May 17, 2007 12:13 PM  
Anonymous Anonymous said...

It certainly is!

May 17, 2007 1:28 PM  
Blogger Randi Schimnosky said...

Anonymous, we all own our bodies. No one has a right to tell another what to do with their body.

May 17, 2007 6:25 PM  
Anonymous Anonymous said...

"Anonymous, we all own our bodies. No one has a right to tell another what to do with their body."

Unless you use your body to destroy someone else's body.

May 17, 2007 7:25 PM  
Blogger Randi Schimnosky said...

The fetus doesn't have a right to commandeer somone else's body without their permission. Its welcome to move out and live anywhere it wants other than inside an unwilling person.

May 18, 2007 1:40 PM  
Anonymous Anonymous said...

The fetus was granted permission at conception. It didn't even ask for it.

May 18, 2007 2:20 PM  
Blogger Randi Schimnosky said...

Fraid not. Only when the pregnancy is intentional is that the case.

May 18, 2007 4:45 PM  
Anonymous Anonymous said...

Fraid so.

Do you other inconvenient life should also be destroyed too or only these humans?

May 18, 2007 6:09 PM  
Blogger Randi Schimnosky said...

The law protects people after they're born and that's apropriate

May 18, 2007 6:38 PM  
Anonymous Anonymous said...

The weak and dependent deserve protection as much as the strong. It doesn't matter where they are located.

May 18, 2007 7:07 PM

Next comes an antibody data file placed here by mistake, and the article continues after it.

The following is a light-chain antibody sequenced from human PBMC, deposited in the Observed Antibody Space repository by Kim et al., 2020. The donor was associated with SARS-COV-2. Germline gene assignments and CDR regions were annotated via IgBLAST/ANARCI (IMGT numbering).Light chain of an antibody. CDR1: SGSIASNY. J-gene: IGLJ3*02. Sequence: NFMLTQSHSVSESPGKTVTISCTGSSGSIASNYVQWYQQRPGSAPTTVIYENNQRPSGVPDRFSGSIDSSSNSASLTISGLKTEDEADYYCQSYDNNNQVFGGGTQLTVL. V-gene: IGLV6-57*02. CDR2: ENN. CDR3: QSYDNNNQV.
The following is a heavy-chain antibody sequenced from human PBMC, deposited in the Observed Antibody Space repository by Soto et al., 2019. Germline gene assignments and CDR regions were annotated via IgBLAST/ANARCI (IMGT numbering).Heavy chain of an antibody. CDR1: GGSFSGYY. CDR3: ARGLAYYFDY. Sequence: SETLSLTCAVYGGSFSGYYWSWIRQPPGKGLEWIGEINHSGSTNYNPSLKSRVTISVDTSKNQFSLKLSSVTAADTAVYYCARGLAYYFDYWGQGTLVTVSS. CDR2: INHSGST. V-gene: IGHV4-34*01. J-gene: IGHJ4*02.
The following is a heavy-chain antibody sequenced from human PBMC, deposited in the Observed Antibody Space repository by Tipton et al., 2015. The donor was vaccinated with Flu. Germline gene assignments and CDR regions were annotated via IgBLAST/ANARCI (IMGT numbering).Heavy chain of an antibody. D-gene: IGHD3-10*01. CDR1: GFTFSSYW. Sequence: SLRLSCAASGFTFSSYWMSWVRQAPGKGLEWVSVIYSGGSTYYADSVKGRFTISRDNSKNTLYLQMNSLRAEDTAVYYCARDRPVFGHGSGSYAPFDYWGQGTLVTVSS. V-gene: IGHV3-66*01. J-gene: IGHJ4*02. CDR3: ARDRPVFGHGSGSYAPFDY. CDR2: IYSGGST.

Blogger Randi Schimnosky said...

And when they're able to live without commandeering some one else's body they'll have that protection.

May 18, 2007 10:22 PM  
Anonymous Anonymous said...

"And when they're able to live without commandeering some one else's body"

Would anyone like to support Randi on this?

May 19, 2007 8:48 PM  
Anonymous Anonymous said...

Andrea- not anon
Well, anon-when you are willing to adopt and care for every child born, when you are willing to take on the pain of a woman or couple who has a pregnancy that can only end in a birth without any life outside the womb or a fetus that cannot come to term because of abnormality, then you can decide what can be done. You have no idea what these people go through-yes, even if you have a disabled child or had a miscarriage- this is an individual's pain and each person or couple is different. You assume everyone but you and your sort are careless and cold about this- but it is just another part of the smallness of your hearts and minds

May 19, 2007 10:10 PM